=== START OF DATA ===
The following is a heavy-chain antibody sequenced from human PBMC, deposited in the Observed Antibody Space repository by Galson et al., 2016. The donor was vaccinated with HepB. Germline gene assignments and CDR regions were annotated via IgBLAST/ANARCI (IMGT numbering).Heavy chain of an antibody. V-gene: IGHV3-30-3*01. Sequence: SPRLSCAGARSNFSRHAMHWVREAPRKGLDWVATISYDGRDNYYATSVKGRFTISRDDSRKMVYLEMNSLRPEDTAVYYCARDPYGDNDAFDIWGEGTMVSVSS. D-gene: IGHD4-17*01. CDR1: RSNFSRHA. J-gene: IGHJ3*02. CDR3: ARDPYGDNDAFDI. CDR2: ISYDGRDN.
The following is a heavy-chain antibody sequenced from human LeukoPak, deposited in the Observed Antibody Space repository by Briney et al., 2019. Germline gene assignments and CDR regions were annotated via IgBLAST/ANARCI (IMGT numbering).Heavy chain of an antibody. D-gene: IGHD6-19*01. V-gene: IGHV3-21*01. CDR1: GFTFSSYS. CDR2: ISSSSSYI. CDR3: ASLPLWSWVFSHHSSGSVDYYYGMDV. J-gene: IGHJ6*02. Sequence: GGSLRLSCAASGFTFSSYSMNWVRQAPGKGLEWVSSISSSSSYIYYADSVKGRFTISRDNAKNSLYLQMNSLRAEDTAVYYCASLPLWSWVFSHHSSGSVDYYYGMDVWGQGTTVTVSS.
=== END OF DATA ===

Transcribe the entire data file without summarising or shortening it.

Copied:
The following is a heavy-chain antibody sequenced from human PBMC, deposited in the Observed Antibody Space repository by Galson et al., 2016. The donor was vaccinated with HepB. Germline gene assignments and CDR regions were annotated via IgBLAST/ANARCI (IMGT numbering).Heavy chain of an antibody. V-gene: IGHV3-30-3*01. Sequence: SPRLSCAGARSNFSRHAMHWVREAPRKGLDWVATISYDGRDNYYATSVKGRFTISRDDSRKMVYLEMNSLRPEDTAVYYCARDPYGDNDAFDIWGEGTMVSVSS. D-gene: IGHD4-17*01. CDR1: RSNFSRHA. J-gene: IGHJ3*02. CDR3: ARDPYGDNDAFDI. CDR2: ISYDGRDN.
The following is a heavy-chain antibody sequenced from human LeukoPak, deposited in the Observed Antibody Space repository by Briney et al., 2019. Germline gene assignments and CDR regions were annotated via IgBLAST/ANARCI (IMGT numbering).Heavy chain of an antibody. D-gene: IGHD6-19*01. V-gene: IGHV3-21*01. CDR1: GFTFSSYS. CDR2: ISSSSSYI. CDR3: ASLPLWSWVFSHHSSGSVDYYYGMDV. J-gene: IGHJ6*02. Sequence: GGSLRLSCAASGFTFSSYSMNWVRQAPGKGLEWVSSISSSSSYIYYADSVKGRFTISRDNAKNSLYLQMNSLRAEDTAVYYCASLPLWSWVFSHHSSGSVDYYYGMDVWGQGTTVTVSS.